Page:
The Indestructible Jew

The Indestructable Jew

Antisemitism is uncomfortable. It makes us feel insecure. It can be frightening. Its message is that we are not liked, even disliked, and by some, hated. We have lived with antisemitism for over 2000 years and more. Throughout that time, we have been “strangers in a strange land”. Despite this, our hearts remain soft and caring.  We, Jews, have continued to contribute to our host countries totally disproportionately to our numbers, be it as benefactors of hospitals, supporters of the arts, and contributing to the economic prosperity of the country we find ourselves in.

We expect these contributions to be acknowledged, appreciated, even lauded.  Instead, moments arise when a deep-seated and hurtful antipathy wells up, darkening the communal horizons, baring its hateful teeth of antisemitism. Why? Many a sociologist, historian, philosopher, social scientist, has offered theories, reasons, perceptions of this phenomenon. At its core, as the Torah notes, till Moshiach comes, Esav will hate Yaakov. It’s as simple as that. Call it jealousy, envy, an economic scapegoat, or human insecurity.  It doesn’t matter the why. What matters is that we suffer.

Antisemitism has arisen in every country we have ever lived in. We are living through it right now. It seems so unreal, given our immediate past exprience of peace and prosperity that we have enjoyed together with our immediate neighbours. But a deeply embedded truth pierces the surface of equanimity, and we realise – we are on centre-stage again in the eternal play of ‘pin the tail on the Jew’.  We are the elephant in the room.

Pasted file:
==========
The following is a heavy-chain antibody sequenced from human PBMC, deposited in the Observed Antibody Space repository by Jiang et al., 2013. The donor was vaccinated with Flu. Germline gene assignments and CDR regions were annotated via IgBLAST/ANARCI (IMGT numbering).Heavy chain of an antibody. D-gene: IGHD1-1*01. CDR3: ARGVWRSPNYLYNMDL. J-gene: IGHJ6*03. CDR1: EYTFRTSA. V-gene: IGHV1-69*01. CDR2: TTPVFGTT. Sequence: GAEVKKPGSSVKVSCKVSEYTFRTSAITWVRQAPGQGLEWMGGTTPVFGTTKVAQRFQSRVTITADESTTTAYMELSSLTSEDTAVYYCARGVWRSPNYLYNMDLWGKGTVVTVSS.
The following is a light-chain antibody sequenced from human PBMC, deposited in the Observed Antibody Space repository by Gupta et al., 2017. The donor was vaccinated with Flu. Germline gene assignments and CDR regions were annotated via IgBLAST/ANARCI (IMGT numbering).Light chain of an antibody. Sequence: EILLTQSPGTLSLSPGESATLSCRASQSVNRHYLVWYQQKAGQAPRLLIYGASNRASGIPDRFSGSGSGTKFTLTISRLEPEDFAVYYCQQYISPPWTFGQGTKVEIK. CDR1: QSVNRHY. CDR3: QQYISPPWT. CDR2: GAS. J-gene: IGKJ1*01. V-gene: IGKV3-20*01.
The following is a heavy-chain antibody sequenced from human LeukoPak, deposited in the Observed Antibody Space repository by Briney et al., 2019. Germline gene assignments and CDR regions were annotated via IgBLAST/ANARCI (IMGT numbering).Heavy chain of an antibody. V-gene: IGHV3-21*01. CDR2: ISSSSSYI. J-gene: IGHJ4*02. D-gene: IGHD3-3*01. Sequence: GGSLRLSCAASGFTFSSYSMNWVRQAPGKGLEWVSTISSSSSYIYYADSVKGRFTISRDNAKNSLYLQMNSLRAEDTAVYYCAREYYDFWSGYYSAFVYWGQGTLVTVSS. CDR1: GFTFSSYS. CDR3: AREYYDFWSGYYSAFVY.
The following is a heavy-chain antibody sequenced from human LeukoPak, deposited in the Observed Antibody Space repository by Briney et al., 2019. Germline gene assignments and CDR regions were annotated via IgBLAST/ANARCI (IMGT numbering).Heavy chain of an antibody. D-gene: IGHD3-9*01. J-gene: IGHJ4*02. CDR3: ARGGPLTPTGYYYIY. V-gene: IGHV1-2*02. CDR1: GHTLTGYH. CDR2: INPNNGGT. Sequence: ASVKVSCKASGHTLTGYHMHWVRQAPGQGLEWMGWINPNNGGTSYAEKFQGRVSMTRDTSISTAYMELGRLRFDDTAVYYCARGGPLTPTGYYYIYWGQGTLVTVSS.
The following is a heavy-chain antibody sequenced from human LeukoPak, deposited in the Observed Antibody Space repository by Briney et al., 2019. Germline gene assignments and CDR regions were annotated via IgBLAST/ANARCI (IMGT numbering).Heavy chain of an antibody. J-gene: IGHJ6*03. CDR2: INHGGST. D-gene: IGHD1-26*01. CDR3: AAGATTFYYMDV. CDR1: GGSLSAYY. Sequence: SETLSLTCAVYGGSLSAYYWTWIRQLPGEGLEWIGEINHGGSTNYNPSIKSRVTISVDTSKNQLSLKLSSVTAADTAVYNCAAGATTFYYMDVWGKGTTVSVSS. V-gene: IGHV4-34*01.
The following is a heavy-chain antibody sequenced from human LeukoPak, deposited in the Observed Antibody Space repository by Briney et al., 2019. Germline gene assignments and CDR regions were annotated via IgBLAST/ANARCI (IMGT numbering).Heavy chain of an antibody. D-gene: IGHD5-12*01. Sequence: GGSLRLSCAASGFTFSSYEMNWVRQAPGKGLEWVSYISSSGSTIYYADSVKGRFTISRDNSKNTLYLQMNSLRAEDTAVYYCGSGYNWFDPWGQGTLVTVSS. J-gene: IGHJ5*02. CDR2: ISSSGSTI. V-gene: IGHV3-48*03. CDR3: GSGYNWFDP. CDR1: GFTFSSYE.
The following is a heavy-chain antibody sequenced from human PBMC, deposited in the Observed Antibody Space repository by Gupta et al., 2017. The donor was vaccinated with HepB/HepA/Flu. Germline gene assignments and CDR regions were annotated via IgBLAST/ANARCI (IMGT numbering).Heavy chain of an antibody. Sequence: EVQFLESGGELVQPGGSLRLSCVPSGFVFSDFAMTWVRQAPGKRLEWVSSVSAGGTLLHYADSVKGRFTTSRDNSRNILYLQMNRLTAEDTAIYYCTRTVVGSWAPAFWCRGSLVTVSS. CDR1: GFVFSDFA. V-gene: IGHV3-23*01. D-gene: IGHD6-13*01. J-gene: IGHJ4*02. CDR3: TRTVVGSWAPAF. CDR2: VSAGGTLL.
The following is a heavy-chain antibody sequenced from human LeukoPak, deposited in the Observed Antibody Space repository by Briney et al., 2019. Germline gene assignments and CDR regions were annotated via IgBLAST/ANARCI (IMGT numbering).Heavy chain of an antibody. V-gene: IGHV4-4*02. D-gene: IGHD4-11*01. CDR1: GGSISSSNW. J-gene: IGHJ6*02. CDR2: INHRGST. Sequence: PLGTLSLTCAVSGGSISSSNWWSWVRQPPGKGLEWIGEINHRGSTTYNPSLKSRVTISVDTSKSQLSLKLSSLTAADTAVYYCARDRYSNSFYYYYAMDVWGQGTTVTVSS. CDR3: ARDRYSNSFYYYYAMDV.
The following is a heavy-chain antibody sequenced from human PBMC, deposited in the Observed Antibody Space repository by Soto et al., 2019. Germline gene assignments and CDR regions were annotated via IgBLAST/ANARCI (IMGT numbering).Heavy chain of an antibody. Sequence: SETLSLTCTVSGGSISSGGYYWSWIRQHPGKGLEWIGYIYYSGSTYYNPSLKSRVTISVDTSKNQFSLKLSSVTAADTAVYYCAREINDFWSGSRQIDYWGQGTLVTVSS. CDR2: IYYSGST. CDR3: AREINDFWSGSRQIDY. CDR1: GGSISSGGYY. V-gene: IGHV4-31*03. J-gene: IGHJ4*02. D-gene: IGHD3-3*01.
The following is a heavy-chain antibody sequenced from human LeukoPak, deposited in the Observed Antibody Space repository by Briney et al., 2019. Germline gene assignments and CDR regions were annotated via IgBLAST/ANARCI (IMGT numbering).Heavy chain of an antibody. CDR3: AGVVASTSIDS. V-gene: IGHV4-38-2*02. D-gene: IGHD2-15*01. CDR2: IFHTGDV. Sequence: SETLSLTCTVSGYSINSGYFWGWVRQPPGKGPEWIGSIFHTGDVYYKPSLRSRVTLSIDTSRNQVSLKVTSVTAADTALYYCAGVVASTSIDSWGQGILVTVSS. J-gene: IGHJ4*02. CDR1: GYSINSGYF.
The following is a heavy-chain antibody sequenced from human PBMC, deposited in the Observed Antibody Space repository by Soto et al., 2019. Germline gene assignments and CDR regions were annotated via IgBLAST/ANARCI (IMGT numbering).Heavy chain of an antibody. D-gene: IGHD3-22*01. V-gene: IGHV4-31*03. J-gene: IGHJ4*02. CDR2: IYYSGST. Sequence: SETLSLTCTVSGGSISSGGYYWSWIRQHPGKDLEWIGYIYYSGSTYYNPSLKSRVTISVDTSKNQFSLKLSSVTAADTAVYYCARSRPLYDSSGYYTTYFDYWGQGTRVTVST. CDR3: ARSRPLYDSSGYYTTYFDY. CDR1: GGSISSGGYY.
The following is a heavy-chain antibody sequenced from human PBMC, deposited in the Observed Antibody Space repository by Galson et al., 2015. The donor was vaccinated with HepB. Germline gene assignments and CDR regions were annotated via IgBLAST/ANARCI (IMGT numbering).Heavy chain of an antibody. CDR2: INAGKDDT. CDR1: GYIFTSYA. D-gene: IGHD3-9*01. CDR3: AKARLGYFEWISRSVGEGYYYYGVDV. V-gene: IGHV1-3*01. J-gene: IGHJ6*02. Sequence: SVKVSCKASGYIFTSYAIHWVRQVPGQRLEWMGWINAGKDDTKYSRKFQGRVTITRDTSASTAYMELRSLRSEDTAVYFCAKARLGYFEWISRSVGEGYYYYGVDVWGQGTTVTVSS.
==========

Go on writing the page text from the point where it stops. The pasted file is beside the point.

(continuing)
How to respond? Don’t cower! Don’t hide! Don’t duck for cover! This is the time to stand tall, be visible, exude strength and conviction. We have survived these thousands of years – not by burying our identity in rabbit holes. We are here because of one common denominator throughout all Jewish history – our strength of tradition, the Torah. We are not alone. The proof – despite all predictions “The Jew survived them all, and is now what he always was, exhibiting no decadence, no infirmities, of age, no weakening of his parts, no slowing of his energies, no dulling of his alert but aggressive mind.  All things are mortal but the Jews; all other forces pass, but he remains.” (Mark Twain).

This is the moment to display courage. Be visible! Davka, wear a kippa.  Davka, wear a Magen-David. Davka, wear Tzitzit outwards. Davka! Be a Jew when it counts most. Show your children, your colleagues, your gentile friends, who you really are.

Be the Menorah of light, continuing to bring true enlightenment to the society you have been fatefully placed amongst.